It was a beautiful afternoon for a walk at Clachtoll and 18 of us gathered to stroll out to the split rock and along to the broch. David and Avril Haines were our well-researched guides.
This heritage trail explores the coastal fringe of Assynt – starting from some of the oldest rocks in the world and some of the oldest fossil lifeforms, right through bronze age and iron age habitation and on to the tourism businesses and crofters of the present day.
We made our way across the beach and out to the split rock, noticing old dykes and cultivation ditches, and visiting the ‘gloup’, from which Clachtoll (stone with a hole) may have got its name, if it wasn’t from the somewhat more obvious feature pictured above. On top of said split rock is one of Assynt’s many archeaological mysteries – vitrified walling, but burnt when and why and by whom?
After looping back round to the beach we walked north, nodding to the old salmon bothy and the plaque commemorating the congregation of Rev Norman Macleod, who sailed away during the mass migrations of the 19th century. The trail then took us further back in time, to a bronze age burial cist, and a dragon toothed wall where alongside the human debris, we found an intriguing pellet of shells and bone, left by some bird, now long flown.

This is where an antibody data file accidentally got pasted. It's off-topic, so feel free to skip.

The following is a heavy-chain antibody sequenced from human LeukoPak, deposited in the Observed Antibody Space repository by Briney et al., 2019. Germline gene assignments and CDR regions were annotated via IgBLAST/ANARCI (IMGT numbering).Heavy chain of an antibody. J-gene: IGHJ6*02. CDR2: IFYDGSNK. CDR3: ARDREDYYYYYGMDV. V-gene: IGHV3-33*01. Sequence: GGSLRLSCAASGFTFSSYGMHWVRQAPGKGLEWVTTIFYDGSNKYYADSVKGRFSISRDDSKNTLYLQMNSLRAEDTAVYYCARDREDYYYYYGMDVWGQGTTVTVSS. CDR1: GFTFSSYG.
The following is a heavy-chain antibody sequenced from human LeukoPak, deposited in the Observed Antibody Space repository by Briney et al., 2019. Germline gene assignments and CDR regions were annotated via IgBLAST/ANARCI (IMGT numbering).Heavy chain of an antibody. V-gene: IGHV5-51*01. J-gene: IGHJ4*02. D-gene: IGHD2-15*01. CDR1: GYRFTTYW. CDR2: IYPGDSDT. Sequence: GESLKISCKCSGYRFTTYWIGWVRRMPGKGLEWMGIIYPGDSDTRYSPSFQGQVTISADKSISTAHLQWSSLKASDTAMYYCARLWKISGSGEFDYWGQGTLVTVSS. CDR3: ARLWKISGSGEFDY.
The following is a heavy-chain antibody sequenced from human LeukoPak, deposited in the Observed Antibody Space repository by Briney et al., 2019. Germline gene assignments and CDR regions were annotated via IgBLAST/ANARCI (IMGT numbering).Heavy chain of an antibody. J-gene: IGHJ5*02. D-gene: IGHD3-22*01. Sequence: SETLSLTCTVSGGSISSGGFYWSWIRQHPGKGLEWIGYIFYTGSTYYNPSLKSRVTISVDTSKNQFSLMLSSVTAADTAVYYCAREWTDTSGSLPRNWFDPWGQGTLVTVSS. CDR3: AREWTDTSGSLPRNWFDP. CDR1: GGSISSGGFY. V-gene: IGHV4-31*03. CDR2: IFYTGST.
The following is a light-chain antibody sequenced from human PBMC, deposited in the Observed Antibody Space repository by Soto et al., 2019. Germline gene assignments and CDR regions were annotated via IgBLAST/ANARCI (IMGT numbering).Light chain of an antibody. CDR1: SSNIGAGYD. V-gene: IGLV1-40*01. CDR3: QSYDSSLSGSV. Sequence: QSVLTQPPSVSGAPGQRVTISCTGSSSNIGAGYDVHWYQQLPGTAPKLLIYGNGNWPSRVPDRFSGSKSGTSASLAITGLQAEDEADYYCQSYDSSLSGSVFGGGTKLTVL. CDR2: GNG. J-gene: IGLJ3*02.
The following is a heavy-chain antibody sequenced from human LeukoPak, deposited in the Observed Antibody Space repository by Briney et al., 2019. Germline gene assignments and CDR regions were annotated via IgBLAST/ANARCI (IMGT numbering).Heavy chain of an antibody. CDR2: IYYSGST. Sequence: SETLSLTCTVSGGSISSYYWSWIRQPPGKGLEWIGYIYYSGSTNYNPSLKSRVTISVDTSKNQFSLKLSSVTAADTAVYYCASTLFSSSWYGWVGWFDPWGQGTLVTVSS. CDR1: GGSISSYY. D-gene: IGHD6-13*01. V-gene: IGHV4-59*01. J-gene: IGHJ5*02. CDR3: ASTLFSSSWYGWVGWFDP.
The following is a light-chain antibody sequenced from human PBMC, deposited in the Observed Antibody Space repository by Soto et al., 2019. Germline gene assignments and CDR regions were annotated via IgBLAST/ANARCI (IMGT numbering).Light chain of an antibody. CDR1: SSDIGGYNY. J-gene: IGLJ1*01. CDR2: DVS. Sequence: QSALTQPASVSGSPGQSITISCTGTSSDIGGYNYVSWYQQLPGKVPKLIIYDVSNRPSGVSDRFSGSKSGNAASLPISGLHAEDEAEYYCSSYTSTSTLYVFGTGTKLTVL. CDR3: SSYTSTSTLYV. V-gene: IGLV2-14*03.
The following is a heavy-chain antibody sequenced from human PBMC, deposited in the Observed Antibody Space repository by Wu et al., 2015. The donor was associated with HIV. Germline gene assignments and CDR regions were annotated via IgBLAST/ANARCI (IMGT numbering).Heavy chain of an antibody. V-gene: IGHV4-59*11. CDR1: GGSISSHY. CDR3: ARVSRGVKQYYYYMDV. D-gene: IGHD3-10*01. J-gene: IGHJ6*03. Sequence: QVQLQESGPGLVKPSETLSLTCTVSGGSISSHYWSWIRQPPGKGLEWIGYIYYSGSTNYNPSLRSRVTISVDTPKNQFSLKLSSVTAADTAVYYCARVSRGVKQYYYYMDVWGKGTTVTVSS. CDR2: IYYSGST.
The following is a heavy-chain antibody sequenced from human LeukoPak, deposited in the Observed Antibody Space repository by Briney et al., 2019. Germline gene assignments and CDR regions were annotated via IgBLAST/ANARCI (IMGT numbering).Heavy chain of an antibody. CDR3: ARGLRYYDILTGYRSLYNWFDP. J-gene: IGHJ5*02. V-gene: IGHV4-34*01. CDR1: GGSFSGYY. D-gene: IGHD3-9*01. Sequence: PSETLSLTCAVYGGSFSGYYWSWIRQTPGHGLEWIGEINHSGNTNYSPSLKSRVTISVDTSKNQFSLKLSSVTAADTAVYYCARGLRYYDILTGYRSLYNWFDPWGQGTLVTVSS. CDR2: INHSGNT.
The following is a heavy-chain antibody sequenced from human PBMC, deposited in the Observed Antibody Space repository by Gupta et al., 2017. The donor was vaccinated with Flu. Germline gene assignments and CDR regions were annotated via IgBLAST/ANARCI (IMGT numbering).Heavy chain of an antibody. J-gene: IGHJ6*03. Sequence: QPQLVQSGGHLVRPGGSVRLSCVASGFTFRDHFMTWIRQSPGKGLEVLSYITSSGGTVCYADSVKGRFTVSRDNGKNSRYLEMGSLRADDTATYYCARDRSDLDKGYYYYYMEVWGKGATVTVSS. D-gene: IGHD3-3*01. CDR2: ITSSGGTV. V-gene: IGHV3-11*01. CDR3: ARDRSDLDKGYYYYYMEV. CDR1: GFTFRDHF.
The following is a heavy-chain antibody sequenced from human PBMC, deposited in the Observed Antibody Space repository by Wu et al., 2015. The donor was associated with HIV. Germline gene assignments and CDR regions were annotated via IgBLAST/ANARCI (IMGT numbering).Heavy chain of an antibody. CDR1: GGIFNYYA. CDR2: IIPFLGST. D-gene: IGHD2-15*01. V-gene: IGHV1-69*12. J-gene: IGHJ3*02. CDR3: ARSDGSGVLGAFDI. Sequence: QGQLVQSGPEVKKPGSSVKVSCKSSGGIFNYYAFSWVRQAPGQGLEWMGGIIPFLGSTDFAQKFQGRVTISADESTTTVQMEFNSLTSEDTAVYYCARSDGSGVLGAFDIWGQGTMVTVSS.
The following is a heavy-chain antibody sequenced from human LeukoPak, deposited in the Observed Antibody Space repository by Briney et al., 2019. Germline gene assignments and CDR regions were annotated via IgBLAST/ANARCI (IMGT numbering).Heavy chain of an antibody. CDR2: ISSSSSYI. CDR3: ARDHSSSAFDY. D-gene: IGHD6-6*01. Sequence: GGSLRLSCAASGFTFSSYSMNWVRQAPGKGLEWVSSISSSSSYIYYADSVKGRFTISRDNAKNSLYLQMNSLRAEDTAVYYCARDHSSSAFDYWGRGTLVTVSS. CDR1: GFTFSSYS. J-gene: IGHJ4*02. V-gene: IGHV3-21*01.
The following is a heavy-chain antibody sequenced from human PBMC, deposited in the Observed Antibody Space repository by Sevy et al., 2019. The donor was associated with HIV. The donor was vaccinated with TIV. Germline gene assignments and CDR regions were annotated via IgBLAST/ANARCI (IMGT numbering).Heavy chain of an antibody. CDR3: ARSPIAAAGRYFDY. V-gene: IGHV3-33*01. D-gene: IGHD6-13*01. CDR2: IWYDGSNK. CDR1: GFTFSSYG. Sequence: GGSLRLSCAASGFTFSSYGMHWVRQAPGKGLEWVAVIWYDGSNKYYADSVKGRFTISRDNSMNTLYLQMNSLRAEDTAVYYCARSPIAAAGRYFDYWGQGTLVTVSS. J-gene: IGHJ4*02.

Our final stop was at the broch, where we spent three fascinating weeks digging last year – for more of which see here. As if in tribute, an otter has made its own small tower just in front of the iron age building – a spraint post with a view if ever there was one.
The nice thing about these heritage trails is the way they weave together features of the land that are made with and without human intervention, and David and Avril were particularly adept at pointing out the wildlife sharing this place with people. It’s always humbling to be with someone who can recognise that smudge on the horizon as a greenshank, on its way south after a summer in Iceland, or the indistinct bobbing thing out at sea as not just an eider duck, but (through some difference discernable at that distance only to an expert), female. The walk today showed perfectly how people and wildlife cohabit this coastal strip, as they have done for thousands of years, and hopefully will continue to do so for many more to come.